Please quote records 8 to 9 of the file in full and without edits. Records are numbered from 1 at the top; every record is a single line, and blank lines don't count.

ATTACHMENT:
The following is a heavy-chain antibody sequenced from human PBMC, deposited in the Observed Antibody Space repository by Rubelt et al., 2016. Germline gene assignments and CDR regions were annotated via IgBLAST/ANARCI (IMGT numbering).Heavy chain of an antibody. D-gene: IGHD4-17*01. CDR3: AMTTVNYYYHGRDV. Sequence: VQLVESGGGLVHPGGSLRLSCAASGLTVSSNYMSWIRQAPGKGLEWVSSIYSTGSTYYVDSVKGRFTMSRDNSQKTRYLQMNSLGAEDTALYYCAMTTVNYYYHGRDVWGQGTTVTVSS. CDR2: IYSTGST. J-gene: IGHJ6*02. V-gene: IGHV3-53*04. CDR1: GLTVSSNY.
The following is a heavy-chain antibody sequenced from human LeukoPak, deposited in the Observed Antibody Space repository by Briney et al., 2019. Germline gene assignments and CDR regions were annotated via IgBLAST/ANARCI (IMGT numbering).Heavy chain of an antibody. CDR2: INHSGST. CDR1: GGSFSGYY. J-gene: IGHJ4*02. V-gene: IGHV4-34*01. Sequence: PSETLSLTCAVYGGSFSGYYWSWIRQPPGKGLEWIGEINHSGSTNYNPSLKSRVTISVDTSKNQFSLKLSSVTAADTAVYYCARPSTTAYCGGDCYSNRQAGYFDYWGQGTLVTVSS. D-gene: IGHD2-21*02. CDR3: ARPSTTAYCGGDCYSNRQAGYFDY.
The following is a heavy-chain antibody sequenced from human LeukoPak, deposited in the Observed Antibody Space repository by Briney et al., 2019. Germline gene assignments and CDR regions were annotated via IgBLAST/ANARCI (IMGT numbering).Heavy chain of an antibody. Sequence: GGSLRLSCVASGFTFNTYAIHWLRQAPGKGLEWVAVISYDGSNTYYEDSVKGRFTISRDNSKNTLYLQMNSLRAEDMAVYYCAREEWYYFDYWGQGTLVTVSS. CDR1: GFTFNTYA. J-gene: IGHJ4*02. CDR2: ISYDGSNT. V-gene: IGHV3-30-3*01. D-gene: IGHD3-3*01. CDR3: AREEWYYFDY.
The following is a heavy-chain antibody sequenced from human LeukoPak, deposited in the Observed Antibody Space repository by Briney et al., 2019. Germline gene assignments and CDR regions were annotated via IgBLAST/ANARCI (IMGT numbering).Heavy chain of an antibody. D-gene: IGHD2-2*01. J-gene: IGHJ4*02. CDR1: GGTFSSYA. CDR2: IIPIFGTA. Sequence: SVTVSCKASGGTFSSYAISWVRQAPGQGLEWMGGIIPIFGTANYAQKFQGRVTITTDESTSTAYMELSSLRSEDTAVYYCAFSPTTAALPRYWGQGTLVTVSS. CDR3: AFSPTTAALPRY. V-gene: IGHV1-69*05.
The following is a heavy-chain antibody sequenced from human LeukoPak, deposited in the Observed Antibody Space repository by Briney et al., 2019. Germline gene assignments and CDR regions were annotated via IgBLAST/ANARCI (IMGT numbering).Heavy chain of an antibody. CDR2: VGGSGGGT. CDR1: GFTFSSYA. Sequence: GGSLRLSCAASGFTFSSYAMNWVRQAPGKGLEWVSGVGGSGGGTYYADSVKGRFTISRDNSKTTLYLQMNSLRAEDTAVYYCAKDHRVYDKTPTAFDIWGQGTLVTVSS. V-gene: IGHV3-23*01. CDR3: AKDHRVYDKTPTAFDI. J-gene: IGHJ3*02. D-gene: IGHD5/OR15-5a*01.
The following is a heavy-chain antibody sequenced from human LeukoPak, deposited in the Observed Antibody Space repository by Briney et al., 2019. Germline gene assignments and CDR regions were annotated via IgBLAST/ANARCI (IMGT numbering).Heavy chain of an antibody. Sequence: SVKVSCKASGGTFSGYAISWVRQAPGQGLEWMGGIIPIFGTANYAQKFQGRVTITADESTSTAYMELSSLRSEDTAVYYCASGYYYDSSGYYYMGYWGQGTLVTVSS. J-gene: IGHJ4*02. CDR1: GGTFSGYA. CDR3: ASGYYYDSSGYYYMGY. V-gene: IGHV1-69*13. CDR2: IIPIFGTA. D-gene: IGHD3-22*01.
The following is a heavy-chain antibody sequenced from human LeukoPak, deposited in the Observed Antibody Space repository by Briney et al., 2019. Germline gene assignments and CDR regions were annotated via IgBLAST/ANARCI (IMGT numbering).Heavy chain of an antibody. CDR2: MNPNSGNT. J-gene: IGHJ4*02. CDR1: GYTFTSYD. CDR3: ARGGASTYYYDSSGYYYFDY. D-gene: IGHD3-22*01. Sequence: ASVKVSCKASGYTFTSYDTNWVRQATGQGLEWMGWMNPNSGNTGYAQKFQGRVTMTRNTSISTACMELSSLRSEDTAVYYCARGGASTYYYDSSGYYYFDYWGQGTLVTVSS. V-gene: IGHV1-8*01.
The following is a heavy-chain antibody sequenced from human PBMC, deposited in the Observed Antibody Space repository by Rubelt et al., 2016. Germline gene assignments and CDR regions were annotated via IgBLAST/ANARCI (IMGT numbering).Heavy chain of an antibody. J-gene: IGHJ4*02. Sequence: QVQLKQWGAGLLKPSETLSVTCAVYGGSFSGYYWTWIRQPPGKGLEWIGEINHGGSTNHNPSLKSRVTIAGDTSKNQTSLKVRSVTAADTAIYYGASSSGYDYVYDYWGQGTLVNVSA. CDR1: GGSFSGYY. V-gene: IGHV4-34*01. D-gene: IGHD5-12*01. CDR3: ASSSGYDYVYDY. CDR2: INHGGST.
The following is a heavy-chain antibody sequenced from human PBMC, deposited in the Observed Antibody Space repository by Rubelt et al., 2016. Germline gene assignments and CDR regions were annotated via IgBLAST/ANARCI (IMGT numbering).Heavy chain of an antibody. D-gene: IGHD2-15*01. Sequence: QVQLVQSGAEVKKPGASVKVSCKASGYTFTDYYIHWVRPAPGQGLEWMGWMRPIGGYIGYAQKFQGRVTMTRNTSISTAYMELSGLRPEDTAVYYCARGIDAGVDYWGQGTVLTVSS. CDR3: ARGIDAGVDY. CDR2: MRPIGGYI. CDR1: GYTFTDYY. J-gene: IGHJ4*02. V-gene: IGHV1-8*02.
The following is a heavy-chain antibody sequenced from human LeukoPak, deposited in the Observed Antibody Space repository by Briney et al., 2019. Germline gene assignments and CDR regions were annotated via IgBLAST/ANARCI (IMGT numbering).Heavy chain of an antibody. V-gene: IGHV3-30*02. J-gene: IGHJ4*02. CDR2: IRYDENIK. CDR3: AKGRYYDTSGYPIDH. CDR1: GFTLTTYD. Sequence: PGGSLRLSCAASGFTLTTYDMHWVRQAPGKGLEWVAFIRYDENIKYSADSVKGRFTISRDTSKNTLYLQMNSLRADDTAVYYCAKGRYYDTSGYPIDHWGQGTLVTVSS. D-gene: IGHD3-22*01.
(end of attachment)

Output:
The following is a heavy-chain antibody sequenced from human PBMC, deposited in the Observed Antibody Space repository by Rubelt et al., 2016. Germline gene assignments and CDR regions were annotated via IgBLAST/ANARCI (IMGT numbering).Heavy chain of an antibody. J-gene: IGHJ4*02. Sequence: QVQLKQWGAGLLKPSETLSVTCAVYGGSFSGYYWTWIRQPPGKGLEWIGEINHGGSTNHNPSLKSRVTIAGDTSKNQTSLKVRSVTAADTAIYYGASSSGYDYVYDYWGQGTLVNVSA. CDR1: GGSFSGYY. V-gene: IGHV4-34*01. D-gene: IGHD5-12*01. CDR3: ASSSGYDYVYDY. CDR2: INHGGST.
The following is a heavy-chain antibody sequenced from human PBMC, deposited in the Observed Antibody Space repository by Rubelt et al., 2016. Germline gene assignments and CDR regions were annotated via IgBLAST/ANARCI (IMGT numbering).Heavy chain of an antibody. D-gene: IGHD2-15*01. Sequence: QVQLVQSGAEVKKPGASVKVSCKASGYTFTDYYIHWVRPAPGQGLEWMGWMRPIGGYIGYAQKFQGRVTMTRNTSISTAYMELSGLRPEDTAVYYCARGIDAGVDYWGQGTVLTVSS. CDR3: ARGIDAGVDY. CDR2: MRPIGGYI. CDR1: GYTFTDYY. J-gene: IGHJ4*02. V-gene: IGHV1-8*02.